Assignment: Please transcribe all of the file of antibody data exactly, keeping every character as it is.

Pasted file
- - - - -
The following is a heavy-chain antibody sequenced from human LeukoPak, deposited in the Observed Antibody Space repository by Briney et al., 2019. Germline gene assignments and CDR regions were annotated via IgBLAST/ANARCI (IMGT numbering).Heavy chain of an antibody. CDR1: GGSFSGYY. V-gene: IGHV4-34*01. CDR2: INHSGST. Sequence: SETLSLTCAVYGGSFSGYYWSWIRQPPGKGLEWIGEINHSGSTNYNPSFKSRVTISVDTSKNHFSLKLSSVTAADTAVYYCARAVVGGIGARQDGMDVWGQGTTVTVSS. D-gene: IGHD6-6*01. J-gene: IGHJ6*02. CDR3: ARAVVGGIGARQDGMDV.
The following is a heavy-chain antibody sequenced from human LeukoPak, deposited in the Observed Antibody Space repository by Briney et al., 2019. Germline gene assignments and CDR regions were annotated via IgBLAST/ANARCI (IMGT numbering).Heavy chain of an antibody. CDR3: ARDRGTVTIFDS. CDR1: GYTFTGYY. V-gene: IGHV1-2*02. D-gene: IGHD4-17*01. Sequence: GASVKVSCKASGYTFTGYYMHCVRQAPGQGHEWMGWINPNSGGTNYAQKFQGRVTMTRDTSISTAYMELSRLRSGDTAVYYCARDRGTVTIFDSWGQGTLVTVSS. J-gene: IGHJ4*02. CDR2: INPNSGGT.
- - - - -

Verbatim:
The following is a heavy-chain antibody sequenced from human LeukoPak, deposited in the Observed Antibody Space repository by Briney et al., 2019. Germline gene assignments and CDR regions were annotated via IgBLAST/ANARCI (IMGT numbering).Heavy chain of an antibody. CDR1: GGSFSGYY. V-gene: IGHV4-34*01. CDR2: INHSGST. Sequence: SETLSLTCAVYGGSFSGYYWSWIRQPPGKGLEWIGEINHSGSTNYNPSFKSRVTISVDTSKNHFSLKLSSVTAADTAVYYCARAVVGGIGARQDGMDVWGQGTTVTVSS. D-gene: IGHD6-6*01. J-gene: IGHJ6*02. CDR3: ARAVVGGIGARQDGMDV.
The following is a heavy-chain antibody sequenced from human LeukoPak, deposited in the Observed Antibody Space repository by Briney et al., 2019. Germline gene assignments and CDR regions were annotated via IgBLAST/ANARCI (IMGT numbering).Heavy chain of an antibody. CDR3: ARDRGTVTIFDS. CDR1: GYTFTGYY. V-gene: IGHV1-2*02. D-gene: IGHD4-17*01. Sequence: GASVKVSCKASGYTFTGYYMHCVRQAPGQGHEWMGWINPNSGGTNYAQKFQGRVTMTRDTSISTAYMELSRLRSGDTAVYYCARDRGTVTIFDSWGQGTLVTVSS. J-gene: IGHJ4*02. CDR2: INPNSGGT.